By Osa Amadi
LAGOS — Nobel Laureate, Professor Woke Soyinka, yesterday compared migration of the 1960s with the present.
According to him, while migration of the 60s were regarded as kings, the contemporary ones are regarded in pathetic terms.
From left: Prof. Oluwatoyin Ogundipe, Vice Chancellor, University of Lagos; Prof. Niyi Osundare; Mr. Sam Amuka, Publisher, Vanguard newspaper and Special guest of honour; Prof. Wole Soyika, Keynote Speaker, Pro. J.P. Clark, celebrant, Prof. Ayo Banjo, ex-VC, University of Ibadan and Prof Ebun Clark.
Soyinka said this yesterday at the conference, tagged “J.P. Clark International Conference (JPCIC-2018)”,at the University of Lagos.
The conference is the first in an envisaged series of annual conferences in which the works of celebrated Nigerian writer and scholar, Professor J.P. Clark-Bekederemo, is brought into focus to test their appeal and perennial relevance in a changing world.
Soyinka, whose paper was titled ‘’Soyinka’s Othello’s Lament: The Migrants Rues the Waves’’, said when migrants of the 60s arrived their destinations, they were accorded the status of kings, but noted that it was no longer so at present.
He said the circumstances that triggered migration in the 60s (search for knowledge) has changed now to economic reasons, making those embarking on it so pathetic.
‘’The circumstances and conditions under which migrants travel now – through deserts, Mediterranean sea, etc., so hazardous, are different from those of the 60s in which people travelled legitimately in safety,’’ Soyinka.
He used Othello in Shakespeare’s play as the archetypical migrant.
In her paper, titled ‘’Code-switching JP Clark’s and other African Literary Voices to African Language for Social Integration in Africa,’’ Professor Thabisile Buthelezi of the University of Kwazulu Natal, South Africa, said ‘’foreign is foreign only when you are black’’, in reference to xenophobic attacks in South Africa.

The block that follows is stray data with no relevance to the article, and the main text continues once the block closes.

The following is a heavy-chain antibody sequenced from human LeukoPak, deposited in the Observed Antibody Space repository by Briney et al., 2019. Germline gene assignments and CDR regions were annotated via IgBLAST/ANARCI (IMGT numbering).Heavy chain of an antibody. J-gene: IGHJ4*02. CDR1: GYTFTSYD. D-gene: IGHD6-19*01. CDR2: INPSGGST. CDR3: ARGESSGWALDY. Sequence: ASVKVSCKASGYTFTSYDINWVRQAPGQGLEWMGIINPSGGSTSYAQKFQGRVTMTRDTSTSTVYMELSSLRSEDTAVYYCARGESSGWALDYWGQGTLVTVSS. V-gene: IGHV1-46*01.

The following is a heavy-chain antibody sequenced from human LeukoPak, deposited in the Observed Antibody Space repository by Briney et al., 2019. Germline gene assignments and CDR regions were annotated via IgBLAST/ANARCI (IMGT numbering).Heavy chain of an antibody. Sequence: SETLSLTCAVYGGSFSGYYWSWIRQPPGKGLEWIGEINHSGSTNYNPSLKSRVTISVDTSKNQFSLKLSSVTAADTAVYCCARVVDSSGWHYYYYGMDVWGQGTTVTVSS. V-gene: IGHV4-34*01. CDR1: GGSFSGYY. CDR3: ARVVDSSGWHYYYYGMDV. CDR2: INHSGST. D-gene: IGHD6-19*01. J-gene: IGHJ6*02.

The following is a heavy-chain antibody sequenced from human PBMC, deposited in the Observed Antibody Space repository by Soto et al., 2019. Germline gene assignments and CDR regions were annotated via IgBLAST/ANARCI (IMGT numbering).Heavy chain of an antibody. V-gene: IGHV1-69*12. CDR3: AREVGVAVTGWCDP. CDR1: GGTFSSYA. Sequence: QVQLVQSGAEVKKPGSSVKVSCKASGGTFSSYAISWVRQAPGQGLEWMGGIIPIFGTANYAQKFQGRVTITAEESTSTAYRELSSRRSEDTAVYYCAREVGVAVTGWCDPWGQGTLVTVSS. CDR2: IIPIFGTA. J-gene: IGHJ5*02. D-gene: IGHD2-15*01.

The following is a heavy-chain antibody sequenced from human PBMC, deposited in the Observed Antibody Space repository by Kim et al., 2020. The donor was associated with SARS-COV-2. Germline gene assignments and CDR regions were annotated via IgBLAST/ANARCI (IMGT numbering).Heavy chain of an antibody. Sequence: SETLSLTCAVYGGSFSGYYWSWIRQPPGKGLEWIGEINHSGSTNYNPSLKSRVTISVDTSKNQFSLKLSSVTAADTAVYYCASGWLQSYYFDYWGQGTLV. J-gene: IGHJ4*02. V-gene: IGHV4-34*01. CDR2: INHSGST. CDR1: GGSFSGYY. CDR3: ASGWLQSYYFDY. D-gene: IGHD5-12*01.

She noted that Chinese, the English , and other white races were not affected in xenophobic attacks in South Africa but blacks from other African countries.
She described code-switching as interlacing African languages with English words. ‘’When we do this,we are drawing from our linguistics resources which are non-hierachical . Language is linked to the world view of the speaker,so Africans ossilate between two world view,’’ she added.
Buthelezi said code-switching has perpetuated English as a European language, querying ‘’how do we develop English as an African language? When will we develop African English?
‘’Let us have critical researches of JP Clark’s, Soyinka, etc, in connection with code-switching. Diversity should be seen as solution, not a problem.’’
The conference continues tomorrow, Saturday, July 14 2018.
From left: Dr. Sola Ogunbayo, Department of English, UNILAG; Mr. Richard Maamah and Prof. Hope Eghagha, HOD, Dept of English, UNILAG. From left: Mr. Peter Arigbe, Prof. T. Asobele and Engr. Ola K.M. From left:Prof. G. Oty Agbajoh-Laoye, Department of World Language and Culture, Monmouth University, USA, and one of the conveners; Prof. Modupe Olaogun, York University, Toronto, Canada and Dr. Obinna Iroegbu, Department of English, Federal University, Oye-Ekiti. From left: Mr. Gboyega Banjo; Mr. Kunle Ajibade; Mr. Sesan Dipeolu and Amb. Akporore Clark.